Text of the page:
Depending on how your fibromyalgia is affecting you, your doctor may refer you to a physiotherapist or occupational therapist.
Physiotherapy can help relieve the pain of fibromyalgia.
Physiotherapists are trained specialists who can help you stay active and independent. They will show you the best exercises to strengthen your muscles, without hurting yourself or putting your body under too much strain. Physiotherapy shows you how something as simple as improving your posture can help your pain. Physiotherapist may also advise you on relaxation techniques which can be just as important as exercise when you’re dealing with fibromyalgia. It can be quicker to see a physiotherapist privately, but you would pay for the appointment.
Occupational therapy can help you manage your everyday activities around your fibromyalgia, without increasing your pain or overwhelming yourself.
Your occupational therapist may suggest new ways you can get things done. They may also teach you some relaxation techniques. If you still find some activities difficult after you’ve made these changes, they may suggest equipment, known as aids and adaptations, to help you. Your doctor can refer you to an occupational therapist.
Pain clinics and pain management programmes
Pain clinics bring together the skills of a wide range of professionals, such as:
- specialist pain consultants
- occupational therapists
- social workers
- employment advisors.
Pain is never just a physical experience, especially if it lasts a long time. Pain can affect your mood and behaviour.
Psychological approaches to pain management try to address the emotional effects of your pain and the things that can make your pain worse. They help you look at how your pain affects your thoughts and habits, and how your emotions can affect your pain. Therapies such as cognitive behavioral therapy (CBT), which is a talking therapy, try to reduce the overwhelming effect of problems such as stress, unhappiness and pain. They aim to help you understand how you react to different problems by breaking them down into smaller, more manageable, chunks. This should help you change the way you react to them and the effect they have on you.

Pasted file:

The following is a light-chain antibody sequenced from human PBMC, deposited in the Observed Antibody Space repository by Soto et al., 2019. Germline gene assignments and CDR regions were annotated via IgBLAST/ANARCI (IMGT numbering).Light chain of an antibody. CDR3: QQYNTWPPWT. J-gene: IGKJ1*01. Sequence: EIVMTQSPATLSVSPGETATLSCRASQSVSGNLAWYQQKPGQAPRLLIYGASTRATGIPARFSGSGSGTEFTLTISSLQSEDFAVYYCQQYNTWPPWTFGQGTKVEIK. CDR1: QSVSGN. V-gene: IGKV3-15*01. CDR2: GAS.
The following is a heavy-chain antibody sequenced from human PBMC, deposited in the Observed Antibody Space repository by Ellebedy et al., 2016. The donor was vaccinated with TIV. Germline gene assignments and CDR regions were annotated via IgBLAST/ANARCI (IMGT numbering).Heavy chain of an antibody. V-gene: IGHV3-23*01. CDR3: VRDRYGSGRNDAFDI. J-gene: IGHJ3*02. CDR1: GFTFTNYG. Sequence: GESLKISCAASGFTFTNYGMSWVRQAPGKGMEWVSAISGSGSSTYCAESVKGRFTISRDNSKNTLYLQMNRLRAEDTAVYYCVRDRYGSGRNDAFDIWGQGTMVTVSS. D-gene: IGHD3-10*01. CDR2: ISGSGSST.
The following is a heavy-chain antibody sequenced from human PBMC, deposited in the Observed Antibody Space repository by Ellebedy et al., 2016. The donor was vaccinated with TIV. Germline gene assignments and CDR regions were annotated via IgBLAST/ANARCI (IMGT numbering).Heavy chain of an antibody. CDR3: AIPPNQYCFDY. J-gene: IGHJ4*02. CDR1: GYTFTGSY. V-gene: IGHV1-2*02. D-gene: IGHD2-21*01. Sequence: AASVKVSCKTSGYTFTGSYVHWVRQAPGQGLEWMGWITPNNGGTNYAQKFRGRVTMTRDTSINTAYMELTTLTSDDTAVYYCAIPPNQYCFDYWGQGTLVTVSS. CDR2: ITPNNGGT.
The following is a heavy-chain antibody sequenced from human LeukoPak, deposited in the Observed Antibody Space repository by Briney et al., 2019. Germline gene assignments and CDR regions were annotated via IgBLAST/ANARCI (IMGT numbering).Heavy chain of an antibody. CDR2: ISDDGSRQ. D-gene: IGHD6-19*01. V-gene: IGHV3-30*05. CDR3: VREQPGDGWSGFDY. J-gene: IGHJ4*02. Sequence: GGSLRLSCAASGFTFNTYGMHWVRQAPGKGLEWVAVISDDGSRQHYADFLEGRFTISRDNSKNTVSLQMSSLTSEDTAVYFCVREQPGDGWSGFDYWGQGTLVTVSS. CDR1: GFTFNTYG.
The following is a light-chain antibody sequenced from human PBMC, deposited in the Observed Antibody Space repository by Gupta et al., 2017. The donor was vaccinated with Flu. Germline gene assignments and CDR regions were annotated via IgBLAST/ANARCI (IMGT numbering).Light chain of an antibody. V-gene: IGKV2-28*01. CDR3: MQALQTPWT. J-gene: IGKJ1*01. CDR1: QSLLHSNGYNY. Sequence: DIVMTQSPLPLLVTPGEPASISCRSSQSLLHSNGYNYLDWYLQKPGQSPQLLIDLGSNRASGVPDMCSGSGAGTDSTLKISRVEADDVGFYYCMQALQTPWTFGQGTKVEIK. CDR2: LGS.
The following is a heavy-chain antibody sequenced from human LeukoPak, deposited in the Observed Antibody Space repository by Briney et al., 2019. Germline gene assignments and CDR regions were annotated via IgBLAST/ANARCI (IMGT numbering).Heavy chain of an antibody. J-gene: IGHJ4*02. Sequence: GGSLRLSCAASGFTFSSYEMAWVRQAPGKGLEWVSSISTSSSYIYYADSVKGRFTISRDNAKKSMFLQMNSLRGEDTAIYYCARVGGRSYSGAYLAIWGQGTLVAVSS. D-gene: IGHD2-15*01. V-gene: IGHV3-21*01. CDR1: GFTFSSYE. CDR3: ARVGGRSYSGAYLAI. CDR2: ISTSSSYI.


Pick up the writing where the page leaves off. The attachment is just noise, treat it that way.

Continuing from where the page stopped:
Your doctor can prescribe medications to help with the pain, sleep problems or depression you may be experiencing because of your fibromyalgia.
Drugs can’t treat fibromyalgia alone, but they can help reduce your symptoms to a level that will allow you to start some gentle physical activity and rehabilitation therapies.
All drugs have potential side effects. It’s important to talk to your doctor about how to get the best balance between pain relief and any unpleasant effects.
If you feel like a treatment isn’t helping you, talk to your doctor.
Fibromyalgia pain relief
Fibromyalgia pain can be uncomfortable and consistent enough to interfere with your daily routine. Don’t just settle for pain. Talk to your healthcare provider about ways to manage it. Sometimes medicines are prescribed. These medications bring down inflammation. Though inflammation is not a primary part of fibromyalgia, it may be present as an overlap with RA or another condition. Pain relievers may help you sleep better. Please note that NSAIDS do have side effects. Caution is advised if NSAIDS are used for an extended period of time as is usually the case in managing a chronic pain condition.